I have had a few bad days but this site does help, they say big boys don't cry,but I do often.
    Bless you all
    Norm
     
  5. Brucie

    Brucie Registered User

    Jan 31, 2004
    12,413
    near London
    There have to be positive things about in any situation. The positive thing I figured out early on is that a loss of memory means that anything you say is likely to be forgotten very quickly. So anything unintentionally unkind, or any lie - white or black - will not hurt the person with dementia. It may, of course, haunt you, but that is frankly the least of your problems.
    It comes down to what is the best for the patient and if an untruth helps them accept something that might cause them worry or pain, then why not?
    By reason of their illness, these are very special people, being both adult and child, being totally dependent on others for their well-being, having to be totally trusting. I have moved from being angry about the situation we have been put in, to feeling very humble and privileged to be able to help someone who, after 38 years together, no longer knows me.
     
  6. Norman

    Norman Registered User

    Oct 9, 2003
    4,348
    Birmingham Hades
    Brucie it sounds as if you and I are in similar situations I am caring for someone who still knows me but at times ask ME when is Norman coming back!! W e have been together for 57 years.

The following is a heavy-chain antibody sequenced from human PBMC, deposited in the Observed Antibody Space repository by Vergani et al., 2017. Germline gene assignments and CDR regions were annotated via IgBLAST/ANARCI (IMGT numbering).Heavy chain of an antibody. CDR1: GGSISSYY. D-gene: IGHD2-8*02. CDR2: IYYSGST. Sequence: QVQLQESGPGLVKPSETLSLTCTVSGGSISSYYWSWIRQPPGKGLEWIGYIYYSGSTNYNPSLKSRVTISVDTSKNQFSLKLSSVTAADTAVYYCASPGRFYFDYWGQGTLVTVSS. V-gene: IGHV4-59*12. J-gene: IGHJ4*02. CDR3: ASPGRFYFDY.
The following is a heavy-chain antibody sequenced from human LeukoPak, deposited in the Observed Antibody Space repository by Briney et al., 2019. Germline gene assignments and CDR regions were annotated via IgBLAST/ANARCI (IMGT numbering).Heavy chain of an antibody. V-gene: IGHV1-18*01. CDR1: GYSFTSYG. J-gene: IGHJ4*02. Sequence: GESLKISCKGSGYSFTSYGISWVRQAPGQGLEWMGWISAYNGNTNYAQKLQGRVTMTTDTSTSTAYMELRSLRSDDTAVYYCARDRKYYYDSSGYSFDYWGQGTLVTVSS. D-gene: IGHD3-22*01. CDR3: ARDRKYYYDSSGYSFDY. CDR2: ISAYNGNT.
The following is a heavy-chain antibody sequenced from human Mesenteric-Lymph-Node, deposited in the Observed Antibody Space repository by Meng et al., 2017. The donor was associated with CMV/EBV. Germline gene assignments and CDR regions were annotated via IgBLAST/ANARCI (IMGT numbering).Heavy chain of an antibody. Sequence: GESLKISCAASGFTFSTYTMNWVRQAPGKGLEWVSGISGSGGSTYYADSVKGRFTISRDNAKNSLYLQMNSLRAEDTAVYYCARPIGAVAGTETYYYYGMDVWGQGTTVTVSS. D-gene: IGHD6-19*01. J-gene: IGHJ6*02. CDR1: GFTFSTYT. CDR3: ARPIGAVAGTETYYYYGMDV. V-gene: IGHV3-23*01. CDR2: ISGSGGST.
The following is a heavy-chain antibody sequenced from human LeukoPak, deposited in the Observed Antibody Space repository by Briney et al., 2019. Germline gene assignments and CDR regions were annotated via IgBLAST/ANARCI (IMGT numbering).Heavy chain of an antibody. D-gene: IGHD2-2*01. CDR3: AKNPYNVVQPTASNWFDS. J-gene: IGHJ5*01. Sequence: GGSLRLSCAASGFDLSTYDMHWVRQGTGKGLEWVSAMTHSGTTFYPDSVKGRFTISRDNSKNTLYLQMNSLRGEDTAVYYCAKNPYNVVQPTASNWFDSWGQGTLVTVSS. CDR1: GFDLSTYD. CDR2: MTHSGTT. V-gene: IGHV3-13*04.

You made a very valid point about words and situations being forgotten within minutes,this is true but they are not forgotton by the carer and we live with the regrets of being devious to a loved one.
    This also applies to being angry and showing unkindness but again it is forgotton quickly.
    We just have to take the good with the bad and thank God for the good years we have enjoyed together,a great many have not been as fortunate as us to have those years.
    Day to day Brucie
     
  7. Jude

    Jude Registered User

    Dear Brucie,

    Your comment about trust really hit home. AD suffers having to have total trust in their carers to do the right thing at all times since like children, they are totally 100% dependent upon their carers to do everything in their best interests for them. And of course, as carers, we do our utmost to provide a trusting and caring envirnoment to the best of our abilities every day.

    This is a very heavy load to bear sometimes. I think it must be incredibly difficult for somebody like my father, who has always had total control over his life and finances, to surrender it all to me. He sometimes accuses me of trying to steal his money or interfere with his bank accounts. He no longer understands that bills have to be paid and that his bank account balances go up and down accordingly. Sometimes, it is very hurtful to hear him accuse me of stealing his money and even more difficult to try and help him understand that bills just have to be paid.

    There have been so many cases in the newspapers recently where elderly people have lost thousands of pounds through trusting unscrupulous tradespeople and relatives. My father always brings these to my attention and we then have endless discussions about where his money is invested, etc. It gets so wearing to be constantly 'in the wrong' for trying to do the right thing.

    So, as to feeling humble about looking after them - I don't feel very humble to be caring for my parents, although I'm glad I'm looking after them at home where I can give them the full care and attention that they deserve, since I really don't think that anyone else would care for them and understand them so much as I can.